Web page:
In October I hatched, a little late. The rest have already left their empty eggs and all I smell is rust and oil. And yes! Ants! There are ants hiding everywhere, lots of ants. Although, I guess there are far fewer of them than when the September dragons hatched. My use of months in this regard is only circumstantial. Among us dragons, months do not exist because every day is different, and every night is a shower. Although sometimes the days seem immutable and the nights as arid as the days. In fact, having hatched only in October is an eternity equal to an immense cycle of suns and moons in which all dragons disappear after having eaten many more ants than me. The question is, are there some others who did not disappear? Why do I smell, see, and already taste so many ants? I don’t understand anything because I’m late: it’s already October and not September. But I don’t care as long as there are ants to eat and my skin can drink from the shower of the night.
The Commons And The Private
As soon as we finished building the first houses, the complaints began. Everyone’s desperation for shelter is palpable. Despite having discussed beforehand where each family would be located, many disagreed with the order of construction and claimed the houses for themselves. In many cases, there are good arguments to claim since much of the work done on these first houses has been by our own effort. Thus, we believe that it was fair to claim these first houses for ourselves and our families. But the others, who have not participated directly in the construction, but somehow indirectly, for example by taking care of food, medicine, or childcare, are justifiably afraid that their houses will not be ever built.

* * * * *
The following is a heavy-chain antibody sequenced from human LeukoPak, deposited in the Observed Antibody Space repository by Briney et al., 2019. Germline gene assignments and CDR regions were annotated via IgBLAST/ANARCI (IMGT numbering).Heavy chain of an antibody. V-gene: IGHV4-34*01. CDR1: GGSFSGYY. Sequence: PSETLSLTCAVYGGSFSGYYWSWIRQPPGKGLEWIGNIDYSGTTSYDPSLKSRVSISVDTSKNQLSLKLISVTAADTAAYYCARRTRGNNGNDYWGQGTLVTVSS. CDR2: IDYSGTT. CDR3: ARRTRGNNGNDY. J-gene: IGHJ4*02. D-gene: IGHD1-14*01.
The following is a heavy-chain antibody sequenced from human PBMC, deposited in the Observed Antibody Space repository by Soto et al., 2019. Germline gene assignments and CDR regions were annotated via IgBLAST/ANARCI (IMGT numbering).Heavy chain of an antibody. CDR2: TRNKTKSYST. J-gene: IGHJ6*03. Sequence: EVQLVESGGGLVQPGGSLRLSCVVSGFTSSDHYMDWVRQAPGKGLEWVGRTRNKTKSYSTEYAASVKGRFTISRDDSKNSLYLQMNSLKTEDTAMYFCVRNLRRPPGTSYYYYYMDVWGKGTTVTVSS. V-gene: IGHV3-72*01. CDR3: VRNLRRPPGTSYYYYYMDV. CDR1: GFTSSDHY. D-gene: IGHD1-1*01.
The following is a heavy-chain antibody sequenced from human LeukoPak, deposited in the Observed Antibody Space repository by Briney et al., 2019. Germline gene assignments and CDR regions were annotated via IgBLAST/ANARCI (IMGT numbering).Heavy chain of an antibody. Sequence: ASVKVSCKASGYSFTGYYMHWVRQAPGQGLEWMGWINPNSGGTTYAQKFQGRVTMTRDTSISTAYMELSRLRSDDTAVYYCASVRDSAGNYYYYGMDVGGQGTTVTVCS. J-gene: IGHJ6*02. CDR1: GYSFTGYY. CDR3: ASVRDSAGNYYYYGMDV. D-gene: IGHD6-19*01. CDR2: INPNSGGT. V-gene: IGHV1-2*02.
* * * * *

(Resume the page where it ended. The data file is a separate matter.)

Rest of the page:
We came to the following solution: the land for the houses and the materials used belong to the whole community. But the construction is private and can be exchanged for helping in other constructions or for services to the community. The solution seemed simple for most but not everyone interprets it in the same way. Then, we started to discuss the need to create communal accountability mechanisms, but we were interrupted by an eight or ten years old girl. She asked what to do if someone is unable to help in the construction of houses or to give any service to the community. We just send her to help their parents in the potato crops without giving her any answer.